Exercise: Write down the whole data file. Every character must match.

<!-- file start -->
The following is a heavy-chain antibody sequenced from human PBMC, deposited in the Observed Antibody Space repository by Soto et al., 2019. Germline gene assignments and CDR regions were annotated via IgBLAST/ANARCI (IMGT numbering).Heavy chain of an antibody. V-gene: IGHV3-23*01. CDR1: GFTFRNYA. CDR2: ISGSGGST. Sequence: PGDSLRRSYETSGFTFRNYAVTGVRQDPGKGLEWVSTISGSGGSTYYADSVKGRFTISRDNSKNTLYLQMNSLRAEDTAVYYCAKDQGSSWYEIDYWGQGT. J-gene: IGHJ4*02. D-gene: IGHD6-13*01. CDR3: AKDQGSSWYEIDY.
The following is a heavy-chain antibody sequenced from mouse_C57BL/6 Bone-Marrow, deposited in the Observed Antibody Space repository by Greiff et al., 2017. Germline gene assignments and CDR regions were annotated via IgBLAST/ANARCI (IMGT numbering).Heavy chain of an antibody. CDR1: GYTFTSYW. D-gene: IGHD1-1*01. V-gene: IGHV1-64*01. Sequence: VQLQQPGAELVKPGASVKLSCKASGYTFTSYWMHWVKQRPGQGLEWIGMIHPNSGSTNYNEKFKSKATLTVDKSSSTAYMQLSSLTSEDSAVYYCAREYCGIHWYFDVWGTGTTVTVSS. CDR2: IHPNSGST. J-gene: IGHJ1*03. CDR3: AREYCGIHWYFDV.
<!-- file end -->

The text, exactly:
The following is a heavy-chain antibody sequenced from human PBMC, deposited in the Observed Antibody Space repository by Soto et al., 2019. Germline gene assignments and CDR regions were annotated via IgBLAST/ANARCI (IMGT numbering).Heavy chain of an antibody. V-gene: IGHV3-23*01. CDR1: GFTFRNYA. CDR2: ISGSGGST. Sequence: PGDSLRRSYETSGFTFRNYAVTGVRQDPGKGLEWVSTISGSGGSTYYADSVKGRFTISRDNSKNTLYLQMNSLRAEDTAVYYCAKDQGSSWYEIDYWGQGT. J-gene: IGHJ4*02. D-gene: IGHD6-13*01. CDR3: AKDQGSSWYEIDY.
The following is a heavy-chain antibody sequenced from mouse_C57BL/6 Bone-Marrow, deposited in the Observed Antibody Space repository by Greiff et al., 2017. Germline gene assignments and CDR regions were annotated via IgBLAST/ANARCI (IMGT numbering).Heavy chain of an antibody. CDR1: GYTFTSYW. D-gene: IGHD1-1*01. V-gene: IGHV1-64*01. Sequence: VQLQQPGAELVKPGASVKLSCKASGYTFTSYWMHWVKQRPGQGLEWIGMIHPNSGSTNYNEKFKSKATLTVDKSSSTAYMQLSSLTSEDSAVYYCAREYCGIHWYFDVWGTGTTVTVSS. CDR2: IHPNSGST. J-gene: IGHJ1*03. CDR3: AREYCGIHWYFDV.